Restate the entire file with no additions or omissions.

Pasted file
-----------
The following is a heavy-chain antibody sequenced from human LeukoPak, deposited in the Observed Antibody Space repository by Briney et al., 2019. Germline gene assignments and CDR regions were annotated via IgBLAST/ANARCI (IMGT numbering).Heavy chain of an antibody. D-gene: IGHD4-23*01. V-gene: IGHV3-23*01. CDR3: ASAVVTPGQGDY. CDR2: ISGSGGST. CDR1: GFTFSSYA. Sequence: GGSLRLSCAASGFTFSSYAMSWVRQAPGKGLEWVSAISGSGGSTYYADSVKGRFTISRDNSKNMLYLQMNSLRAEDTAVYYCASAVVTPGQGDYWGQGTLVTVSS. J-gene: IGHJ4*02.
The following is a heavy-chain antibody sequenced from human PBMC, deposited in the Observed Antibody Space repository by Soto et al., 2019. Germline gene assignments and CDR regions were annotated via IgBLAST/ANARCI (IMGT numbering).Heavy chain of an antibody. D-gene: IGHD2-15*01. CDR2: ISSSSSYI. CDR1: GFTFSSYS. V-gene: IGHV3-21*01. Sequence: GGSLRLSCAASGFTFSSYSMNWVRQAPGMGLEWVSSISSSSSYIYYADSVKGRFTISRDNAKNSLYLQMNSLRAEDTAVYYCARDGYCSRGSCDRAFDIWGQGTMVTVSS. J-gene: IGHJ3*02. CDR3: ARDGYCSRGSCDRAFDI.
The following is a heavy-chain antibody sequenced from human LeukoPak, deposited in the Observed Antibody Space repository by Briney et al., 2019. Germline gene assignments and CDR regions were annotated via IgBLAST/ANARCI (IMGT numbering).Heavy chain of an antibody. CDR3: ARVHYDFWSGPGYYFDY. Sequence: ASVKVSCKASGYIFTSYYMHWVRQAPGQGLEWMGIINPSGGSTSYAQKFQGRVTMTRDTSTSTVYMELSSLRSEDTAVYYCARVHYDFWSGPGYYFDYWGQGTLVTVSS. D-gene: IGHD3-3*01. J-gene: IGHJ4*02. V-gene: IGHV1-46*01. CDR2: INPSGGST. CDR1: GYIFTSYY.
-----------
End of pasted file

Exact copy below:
The following is a heavy-chain antibody sequenced from human LeukoPak, deposited in the Observed Antibody Space repository by Briney et al., 2019. Germline gene assignments and CDR regions were annotated via IgBLAST/ANARCI (IMGT numbering).Heavy chain of an antibody. D-gene: IGHD4-23*01. V-gene: IGHV3-23*01. CDR3: ASAVVTPGQGDY. CDR2: ISGSGGST. CDR1: GFTFSSYA. Sequence: GGSLRLSCAASGFTFSSYAMSWVRQAPGKGLEWVSAISGSGGSTYYADSVKGRFTISRDNSKNMLYLQMNSLRAEDTAVYYCASAVVTPGQGDYWGQGTLVTVSS. J-gene: IGHJ4*02.
The following is a heavy-chain antibody sequenced from human PBMC, deposited in the Observed Antibody Space repository by Soto et al., 2019. Germline gene assignments and CDR regions were annotated via IgBLAST/ANARCI (IMGT numbering).Heavy chain of an antibody. D-gene: IGHD2-15*01. CDR2: ISSSSSYI. CDR1: GFTFSSYS. V-gene: IGHV3-21*01. Sequence: GGSLRLSCAASGFTFSSYSMNWVRQAPGMGLEWVSSISSSSSYIYYADSVKGRFTISRDNAKNSLYLQMNSLRAEDTAVYYCARDGYCSRGSCDRAFDIWGQGTMVTVSS. J-gene: IGHJ3*02. CDR3: ARDGYCSRGSCDRAFDI.
The following is a heavy-chain antibody sequenced from human LeukoPak, deposited in the Observed Antibody Space repository by Briney et al., 2019. Germline gene assignments and CDR regions were annotated via IgBLAST/ANARCI (IMGT numbering).Heavy chain of an antibody. CDR3: ARVHYDFWSGPGYYFDY. Sequence: ASVKVSCKASGYIFTSYYMHWVRQAPGQGLEWMGIINPSGGSTSYAQKFQGRVTMTRDTSTSTVYMELSSLRSEDTAVYYCARVHYDFWSGPGYYFDYWGQGTLVTVSS. D-gene: IGHD3-3*01. J-gene: IGHJ4*02. V-gene: IGHV1-46*01. CDR2: INPSGGST. CDR1: GYIFTSYY.